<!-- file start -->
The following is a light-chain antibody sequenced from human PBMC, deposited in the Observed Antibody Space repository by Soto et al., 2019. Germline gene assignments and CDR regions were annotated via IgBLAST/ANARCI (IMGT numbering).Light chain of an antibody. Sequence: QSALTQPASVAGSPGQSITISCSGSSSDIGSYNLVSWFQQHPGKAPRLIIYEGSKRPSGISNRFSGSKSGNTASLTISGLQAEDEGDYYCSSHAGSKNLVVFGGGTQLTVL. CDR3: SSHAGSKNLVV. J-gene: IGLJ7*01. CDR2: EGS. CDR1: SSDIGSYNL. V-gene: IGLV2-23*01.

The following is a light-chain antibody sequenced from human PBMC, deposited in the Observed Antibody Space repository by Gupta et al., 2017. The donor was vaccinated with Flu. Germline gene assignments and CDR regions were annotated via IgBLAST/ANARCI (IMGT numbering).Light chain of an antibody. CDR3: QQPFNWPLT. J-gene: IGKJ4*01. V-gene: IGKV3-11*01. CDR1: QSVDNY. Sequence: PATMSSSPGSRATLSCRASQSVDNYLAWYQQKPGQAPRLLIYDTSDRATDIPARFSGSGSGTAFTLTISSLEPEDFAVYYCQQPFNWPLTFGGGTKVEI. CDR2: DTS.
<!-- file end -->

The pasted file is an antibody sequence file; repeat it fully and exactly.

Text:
The following is a light-chain antibody sequenced from human PBMC, deposited in the Observed Antibody Space repository by Soto et al., 2019. Germline gene assignments and CDR regions were annotated via IgBLAST/ANARCI (IMGT numbering).Light chain of an antibody. Sequence: QSALTQPASVAGSPGQSITISCSGSSSDIGSYNLVSWFQQHPGKAPRLIIYEGSKRPSGISNRFSGSKSGNTASLTISGLQAEDEGDYYCSSHAGSKNLVVFGGGTQLTVL. CDR3: SSHAGSKNLVV. J-gene: IGLJ7*01. CDR2: EGS. CDR1: SSDIGSYNL. V-gene: IGLV2-23*01.

The following is a light-chain antibody sequenced from human PBMC, deposited in the Observed Antibody Space repository by Gupta et al., 2017. The donor was vaccinated with Flu. Germline gene assignments and CDR regions were annotated via IgBLAST/ANARCI (IMGT numbering).Light chain of an antibody. CDR3: QQPFNWPLT. J-gene: IGKJ4*01. V-gene: IGKV3-11*01. CDR1: QSVDNY. Sequence: PATMSSSPGSRATLSCRASQSVDNYLAWYQQKPGQAPRLLIYDTSDRATDIPARFSGSGSGTAFTLTISSLEPEDFAVYYCQQPFNWPLTFGGGTKVEI. CDR2: DTS.